Not surprisingly, I survived my first signing. I think there were about fifteen of us in all. In the two hours I was there, I sold two copies—better than none! I had a lot of people asking if I’d created the anthology to which I honestly said no, but that a number of authors locally had stories of their own in it. Most people looked, they flipped through it, read the back cover, and asked me an assortment of questions about it. About a third looked interested enough that I thought they might purchase it. I think the first thing I learned is that most people are looking for a single book produced by one or two authors.
I did meet plenty of people, mostly locals. I also learned that I’m more known than I thought I was. I think that is encouraging. And many of them were asking if this was my first novel before they got a good look at it. I’m betting most of those people have seen me at the local writer’s conference I attend every year. I guess that means the writer’s conferences are doing its job in more than one way.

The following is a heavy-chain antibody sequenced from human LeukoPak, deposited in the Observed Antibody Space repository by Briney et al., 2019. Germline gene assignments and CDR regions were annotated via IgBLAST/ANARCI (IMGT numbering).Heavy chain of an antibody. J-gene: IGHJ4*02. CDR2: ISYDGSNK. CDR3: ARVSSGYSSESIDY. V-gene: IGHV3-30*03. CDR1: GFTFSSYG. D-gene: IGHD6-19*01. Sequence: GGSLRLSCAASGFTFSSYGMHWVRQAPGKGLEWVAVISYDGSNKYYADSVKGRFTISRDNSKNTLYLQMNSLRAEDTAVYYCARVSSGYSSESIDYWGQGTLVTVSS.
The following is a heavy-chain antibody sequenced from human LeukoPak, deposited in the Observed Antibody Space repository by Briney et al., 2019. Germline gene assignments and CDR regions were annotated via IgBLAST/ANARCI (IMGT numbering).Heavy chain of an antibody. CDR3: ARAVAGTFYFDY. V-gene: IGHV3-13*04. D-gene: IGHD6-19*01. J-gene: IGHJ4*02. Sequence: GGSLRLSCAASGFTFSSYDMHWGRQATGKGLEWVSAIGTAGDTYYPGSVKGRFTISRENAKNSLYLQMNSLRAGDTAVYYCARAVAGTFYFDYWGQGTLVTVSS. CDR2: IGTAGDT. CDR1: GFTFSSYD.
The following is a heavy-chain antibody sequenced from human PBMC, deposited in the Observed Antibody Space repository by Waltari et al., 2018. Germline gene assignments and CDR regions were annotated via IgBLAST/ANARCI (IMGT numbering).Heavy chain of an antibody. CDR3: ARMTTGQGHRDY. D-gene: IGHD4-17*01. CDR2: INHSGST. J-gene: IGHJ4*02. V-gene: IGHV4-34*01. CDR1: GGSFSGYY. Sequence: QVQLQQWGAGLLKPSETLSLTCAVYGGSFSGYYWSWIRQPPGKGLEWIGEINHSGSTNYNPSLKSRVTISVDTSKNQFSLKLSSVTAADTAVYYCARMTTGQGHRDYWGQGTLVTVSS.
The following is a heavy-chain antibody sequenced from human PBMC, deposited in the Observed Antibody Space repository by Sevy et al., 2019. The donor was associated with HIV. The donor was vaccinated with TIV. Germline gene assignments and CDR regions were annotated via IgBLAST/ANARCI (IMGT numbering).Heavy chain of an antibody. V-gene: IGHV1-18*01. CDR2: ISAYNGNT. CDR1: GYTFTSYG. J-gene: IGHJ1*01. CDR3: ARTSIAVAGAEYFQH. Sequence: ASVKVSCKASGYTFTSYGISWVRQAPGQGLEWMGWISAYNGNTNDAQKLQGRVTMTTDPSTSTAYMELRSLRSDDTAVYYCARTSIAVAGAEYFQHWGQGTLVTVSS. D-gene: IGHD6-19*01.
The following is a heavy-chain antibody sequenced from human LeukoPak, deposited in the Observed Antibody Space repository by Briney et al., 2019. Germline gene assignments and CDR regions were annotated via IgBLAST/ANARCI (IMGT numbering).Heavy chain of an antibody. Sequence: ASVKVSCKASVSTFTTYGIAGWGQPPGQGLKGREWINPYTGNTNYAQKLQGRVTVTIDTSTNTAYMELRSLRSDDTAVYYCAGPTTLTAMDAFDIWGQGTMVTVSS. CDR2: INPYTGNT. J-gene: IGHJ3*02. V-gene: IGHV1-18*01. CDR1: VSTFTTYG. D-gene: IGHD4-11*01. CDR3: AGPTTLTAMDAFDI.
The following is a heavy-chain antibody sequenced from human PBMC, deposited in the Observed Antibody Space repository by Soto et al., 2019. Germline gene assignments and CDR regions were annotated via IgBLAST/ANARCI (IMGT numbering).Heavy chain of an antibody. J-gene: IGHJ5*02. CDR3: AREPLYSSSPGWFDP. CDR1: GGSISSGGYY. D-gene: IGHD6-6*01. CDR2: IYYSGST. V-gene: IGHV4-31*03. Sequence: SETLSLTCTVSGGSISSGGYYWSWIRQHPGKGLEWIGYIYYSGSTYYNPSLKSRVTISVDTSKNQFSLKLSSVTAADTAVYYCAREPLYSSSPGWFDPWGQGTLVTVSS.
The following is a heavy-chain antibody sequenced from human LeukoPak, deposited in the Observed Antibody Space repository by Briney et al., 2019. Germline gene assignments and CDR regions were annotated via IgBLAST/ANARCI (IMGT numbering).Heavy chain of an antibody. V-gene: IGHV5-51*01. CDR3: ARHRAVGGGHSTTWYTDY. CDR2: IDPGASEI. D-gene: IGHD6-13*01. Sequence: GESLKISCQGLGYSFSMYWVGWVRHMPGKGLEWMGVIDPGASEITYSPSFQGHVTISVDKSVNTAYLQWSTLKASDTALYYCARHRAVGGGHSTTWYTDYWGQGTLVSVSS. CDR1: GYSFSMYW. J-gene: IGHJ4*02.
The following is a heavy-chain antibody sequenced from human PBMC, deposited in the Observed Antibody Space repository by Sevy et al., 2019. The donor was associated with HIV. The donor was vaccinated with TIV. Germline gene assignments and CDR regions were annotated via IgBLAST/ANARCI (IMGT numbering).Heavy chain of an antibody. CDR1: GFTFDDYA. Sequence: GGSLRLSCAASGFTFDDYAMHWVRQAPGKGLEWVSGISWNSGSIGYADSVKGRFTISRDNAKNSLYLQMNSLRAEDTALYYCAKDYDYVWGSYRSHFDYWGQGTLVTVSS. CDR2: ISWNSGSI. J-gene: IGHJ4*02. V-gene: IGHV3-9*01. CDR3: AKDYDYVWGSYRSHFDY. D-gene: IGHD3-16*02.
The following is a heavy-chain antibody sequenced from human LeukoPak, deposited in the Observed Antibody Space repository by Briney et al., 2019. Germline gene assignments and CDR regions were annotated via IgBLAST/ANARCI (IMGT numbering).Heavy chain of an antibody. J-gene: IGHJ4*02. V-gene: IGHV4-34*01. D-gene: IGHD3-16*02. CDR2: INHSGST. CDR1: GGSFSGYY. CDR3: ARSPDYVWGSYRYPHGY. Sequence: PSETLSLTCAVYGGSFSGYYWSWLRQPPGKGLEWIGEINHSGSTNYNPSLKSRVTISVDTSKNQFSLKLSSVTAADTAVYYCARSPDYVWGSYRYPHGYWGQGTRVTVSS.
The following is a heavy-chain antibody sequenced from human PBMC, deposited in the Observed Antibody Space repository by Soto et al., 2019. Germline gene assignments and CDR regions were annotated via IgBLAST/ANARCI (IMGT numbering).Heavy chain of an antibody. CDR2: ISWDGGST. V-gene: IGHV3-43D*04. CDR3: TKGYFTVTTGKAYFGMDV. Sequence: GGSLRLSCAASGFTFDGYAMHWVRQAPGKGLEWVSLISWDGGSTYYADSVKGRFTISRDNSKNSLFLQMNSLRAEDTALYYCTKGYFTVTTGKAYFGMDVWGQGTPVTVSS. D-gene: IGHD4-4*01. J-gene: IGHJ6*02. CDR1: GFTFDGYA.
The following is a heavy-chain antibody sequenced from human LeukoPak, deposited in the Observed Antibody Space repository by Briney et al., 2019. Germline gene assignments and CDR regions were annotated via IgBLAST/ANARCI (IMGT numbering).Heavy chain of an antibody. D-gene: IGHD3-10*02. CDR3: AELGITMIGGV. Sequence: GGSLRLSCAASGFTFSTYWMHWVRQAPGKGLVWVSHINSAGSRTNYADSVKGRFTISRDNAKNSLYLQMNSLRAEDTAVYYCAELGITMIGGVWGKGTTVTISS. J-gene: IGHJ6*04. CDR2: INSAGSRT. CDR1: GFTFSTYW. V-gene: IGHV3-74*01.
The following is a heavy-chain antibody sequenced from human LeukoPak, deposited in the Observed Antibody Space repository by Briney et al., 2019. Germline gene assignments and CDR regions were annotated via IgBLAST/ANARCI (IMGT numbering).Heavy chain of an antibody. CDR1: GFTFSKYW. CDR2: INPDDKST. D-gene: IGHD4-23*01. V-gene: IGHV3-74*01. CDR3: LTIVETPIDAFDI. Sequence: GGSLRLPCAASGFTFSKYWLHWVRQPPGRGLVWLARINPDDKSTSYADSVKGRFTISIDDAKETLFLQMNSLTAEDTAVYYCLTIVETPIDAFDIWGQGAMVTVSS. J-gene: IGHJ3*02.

I’m going to have to jot down some notes about the type of stories in Babyshoes. That was one of the problems that I felt sent people away. The usual question, “What is the book about,” is much trickier for me.”
“It’s about lots of things, perspectives from all the world,” I told them. This isn’t the normal novel spanning a single plot line or just a few. I think that might have attributed to a number of them walking away from it.
I also found out there are two signings per year, and I’m hoping to participate in the one in spring. It wasn’t as bad as I expected, and it wasn’t like people were staring at me as if I were holding a sign on the corner, begging for money, or trying to pass me by uncomfortably as their eyes seek any other object to cling to until they’re past the table. Overall, was a good experience, and I’ll be more prepared next time.